WHAT DID I LEARN: When working in teams, I think the idea of splitting a dance performance so that each videographer is a "director" is an effective way to document the dance thoroughly. It helps avoid the problem of being overwhelmed by the length or content of a piece.

    Sally Beck, LADD Fellow, on taping Barangay.

  • Camera troubleshooting. Always bring equipment manuals to a shoot. Also supply back up components when possible: extra cable, extension cords, batteries, tape, etc. If a problem with the camera arises, think on your feet and eliminate possible causes one by one, starting with the power source.
  • Helpful accessories. A good tripod, preferably with a fluid head, allows steady shots and smooth pans while deterring muscle fatigue. Likewise, shooting with an external monitor increases the videographerís range of vision and prevents muscle strain. A wide angle lens allows the videographer to capture a larger range of action without miniaturizing the subject. Extra cables and additional extension cords add flexibility to the set up. A battery belt makes shoulder-held shooting easier and increases intervals between necessary battery changes. A small flashlight is useful in dark shooting environments. A white card facilitates white balancing. A back focus chart is helpful in the event that the camera drifts out of alignment. An equipment checklist insures that you will have all necessary equipment on hand, and is a handy tool for keeping track of rented or borrowed gear.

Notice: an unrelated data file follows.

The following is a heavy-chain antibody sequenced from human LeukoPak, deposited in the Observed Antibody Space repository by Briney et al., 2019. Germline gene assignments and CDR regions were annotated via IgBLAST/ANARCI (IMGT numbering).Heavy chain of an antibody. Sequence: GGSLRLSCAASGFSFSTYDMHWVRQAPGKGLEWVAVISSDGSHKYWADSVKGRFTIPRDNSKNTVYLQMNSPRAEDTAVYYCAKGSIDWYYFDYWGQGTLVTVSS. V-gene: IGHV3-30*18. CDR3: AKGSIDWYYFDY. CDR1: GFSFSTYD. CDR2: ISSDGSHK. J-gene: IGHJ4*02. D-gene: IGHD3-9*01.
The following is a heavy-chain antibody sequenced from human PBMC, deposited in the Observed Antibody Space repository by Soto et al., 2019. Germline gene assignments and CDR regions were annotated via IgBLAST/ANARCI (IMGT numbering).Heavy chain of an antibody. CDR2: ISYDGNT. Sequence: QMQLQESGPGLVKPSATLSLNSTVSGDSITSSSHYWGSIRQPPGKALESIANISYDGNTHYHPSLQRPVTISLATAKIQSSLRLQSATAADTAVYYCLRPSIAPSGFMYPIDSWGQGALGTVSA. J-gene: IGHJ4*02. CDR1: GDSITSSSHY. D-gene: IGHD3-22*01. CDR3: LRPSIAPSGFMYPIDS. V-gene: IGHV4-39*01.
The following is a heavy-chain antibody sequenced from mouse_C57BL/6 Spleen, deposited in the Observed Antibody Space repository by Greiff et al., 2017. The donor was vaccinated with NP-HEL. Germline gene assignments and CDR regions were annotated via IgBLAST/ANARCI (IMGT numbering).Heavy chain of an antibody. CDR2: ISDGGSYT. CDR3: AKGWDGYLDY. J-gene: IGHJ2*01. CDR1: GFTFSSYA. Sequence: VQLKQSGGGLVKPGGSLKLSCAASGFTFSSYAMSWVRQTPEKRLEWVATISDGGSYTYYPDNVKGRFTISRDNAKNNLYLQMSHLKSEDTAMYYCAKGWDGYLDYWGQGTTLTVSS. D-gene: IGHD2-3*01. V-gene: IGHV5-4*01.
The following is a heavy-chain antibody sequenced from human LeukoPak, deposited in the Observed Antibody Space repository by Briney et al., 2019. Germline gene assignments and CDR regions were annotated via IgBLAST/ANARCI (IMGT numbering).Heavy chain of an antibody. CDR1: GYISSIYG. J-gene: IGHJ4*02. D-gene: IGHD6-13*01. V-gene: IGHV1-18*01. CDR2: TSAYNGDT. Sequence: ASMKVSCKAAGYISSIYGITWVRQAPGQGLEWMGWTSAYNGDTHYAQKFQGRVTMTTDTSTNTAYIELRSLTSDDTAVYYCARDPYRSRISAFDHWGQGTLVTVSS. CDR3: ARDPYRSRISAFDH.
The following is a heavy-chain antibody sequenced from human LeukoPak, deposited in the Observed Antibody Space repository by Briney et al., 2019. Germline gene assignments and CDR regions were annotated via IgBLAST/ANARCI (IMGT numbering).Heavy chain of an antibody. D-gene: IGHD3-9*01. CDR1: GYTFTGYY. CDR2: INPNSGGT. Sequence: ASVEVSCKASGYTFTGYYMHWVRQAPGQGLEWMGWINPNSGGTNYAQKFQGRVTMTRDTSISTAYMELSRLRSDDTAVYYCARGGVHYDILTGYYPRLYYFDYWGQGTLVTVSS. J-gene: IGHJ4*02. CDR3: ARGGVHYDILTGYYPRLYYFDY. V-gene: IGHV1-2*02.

• Shooting multimedia performances. Be aware of strategies for shooting slides or projected video when integrated into a performance. Inquire about access to source tape or images for possible use in post-production. If computer monitors are used in a performance, a phase bar (a continuously descending horizontal line) will appear on the screen in the video because video cameras and computer monitors scan at different frequencies. Some cameras have a special effect or setting to minimize the phase bar effect.
  • Shooting outdoors. Shooting outdoors provides additional challenges for the videographer. In general, outdoor shoots require additional crew members for staging and securing equipment, staking out space in a crowd, and handling unanticipated tasks. Arrive early to stake out a space for the camera before the crowd fills in. Bring something to stand on if you anticipate requiring a vantage point slightly above the height of the audience. If you shoot without a tripod, be sure that your strength and endurance can match the length and pace of the performance. Bring a more than adequate supply of camera bat-teries even if you believe you have access to an electrical outlet.